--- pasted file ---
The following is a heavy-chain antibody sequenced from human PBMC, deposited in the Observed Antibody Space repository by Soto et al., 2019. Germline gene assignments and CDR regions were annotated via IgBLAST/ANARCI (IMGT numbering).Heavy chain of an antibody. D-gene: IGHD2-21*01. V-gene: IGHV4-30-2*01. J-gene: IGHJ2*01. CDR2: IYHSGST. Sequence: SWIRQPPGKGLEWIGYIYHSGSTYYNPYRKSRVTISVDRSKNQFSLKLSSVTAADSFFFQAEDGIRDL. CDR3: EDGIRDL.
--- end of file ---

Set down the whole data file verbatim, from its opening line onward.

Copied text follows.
The following is a heavy-chain antibody sequenced from human PBMC, deposited in the Observed Antibody Space repository by Soto et al., 2019. Germline gene assignments and CDR regions were annotated via IgBLAST/ANARCI (IMGT numbering).Heavy chain of an antibody. D-gene: IGHD2-21*01. V-gene: IGHV4-30-2*01. J-gene: IGHJ2*01. CDR2: IYHSGST. Sequence: SWIRQPPGKGLEWIGYIYHSGSTYYNPYRKSRVTISVDRSKNQFSLKLSSVTAADSFFFQAEDGIRDL. CDR3: EDGIRDL.